In principle, this is true. Exotic vacations, big cars, houses, swimming pools - these are real energy guzzlers. I recently saw a cyclist on the street in London standing with his arms outstretched in front of a large off-road vehicle and shouting: "Lady, you don't understand, this car is just too big!" The situation was very strange and mischievous at the same time, but it is a sign of changes to come. I think that in the future such a lifestyle will be marked as "climate crime". It is certainly possible to live very well with a low carbon footprint. In my experience, people who ride a bike to work, eat seasonal and natural food are simply happier than those who lose their temper in traffic every day. Of course, not everyone is afforded such a way of life.


What can everyone do in their home for a more environmentally friendly life?

Many things and most of them are already common knowledge. Using energy-saving light bulbs without having to wait for the old ones to burn out. A lot of emissions are caused by heating. Additional insulation is not something that can be done overnight, but being careful with heating during the winter months helps a lot. It makes sense to check whether it would be worthwhile to put something against drafts under the door, and above all, do not leave the window open and the radiator open at the same time. Washing clothes at a lower temperature, turning off computers and other devices when they are not needed.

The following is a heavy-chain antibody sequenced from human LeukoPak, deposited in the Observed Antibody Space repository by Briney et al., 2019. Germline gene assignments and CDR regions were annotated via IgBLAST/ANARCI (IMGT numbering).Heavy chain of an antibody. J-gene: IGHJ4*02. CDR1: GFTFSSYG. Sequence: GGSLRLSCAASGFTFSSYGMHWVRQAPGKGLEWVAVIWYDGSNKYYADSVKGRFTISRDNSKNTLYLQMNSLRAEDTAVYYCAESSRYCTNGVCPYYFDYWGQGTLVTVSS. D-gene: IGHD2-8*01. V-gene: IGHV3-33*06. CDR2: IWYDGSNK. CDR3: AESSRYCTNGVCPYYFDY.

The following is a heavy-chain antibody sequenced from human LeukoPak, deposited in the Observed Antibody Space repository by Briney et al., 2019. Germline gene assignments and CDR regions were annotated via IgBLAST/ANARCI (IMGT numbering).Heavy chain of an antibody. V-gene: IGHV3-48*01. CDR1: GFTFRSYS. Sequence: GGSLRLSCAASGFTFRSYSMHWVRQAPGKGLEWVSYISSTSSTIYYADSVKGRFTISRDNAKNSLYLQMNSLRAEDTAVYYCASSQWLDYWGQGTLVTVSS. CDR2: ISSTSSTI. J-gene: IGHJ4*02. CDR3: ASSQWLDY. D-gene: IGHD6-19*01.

Have you ever calculated your daily footprint and changed your habits to reduce yours footprint?

I did, but I think I changed most of my habits before that. I do my daily commute by bike, eat little meat and try not to buy things I don't need. I don't think anyone needs to give up their favorite thing, but it's important to try where possible. My biggest weakness is the relatively frequent business trips between London and Ljubljana. I wish there were better rail connections across Europe. In theory, such a journey could be done as an overnight train ride.


Do you think London is friendlier to nature than Slovenian cities?

Yes and no at the same time. London does not have much in common with nature, but everything is better used because of the density of people. An incomparably higher proportion of people travel by public transport. Large cities enable a more rational use of space and resources and are at the same time a big shock to the local environment. People are also more distant and cut off from the natural environment, so they probably live less connected to it, which is of course not good, but the awareness of environmental issues is still much greater in Great Britain than in Slovenia.

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Bojana Bajželj

With you since 2004

From 2004 we research urban trends and inform our community of followers daily about the latest in lifestyle, travel, style and products that inspire with passion. From 2023, we offer content in major global languages.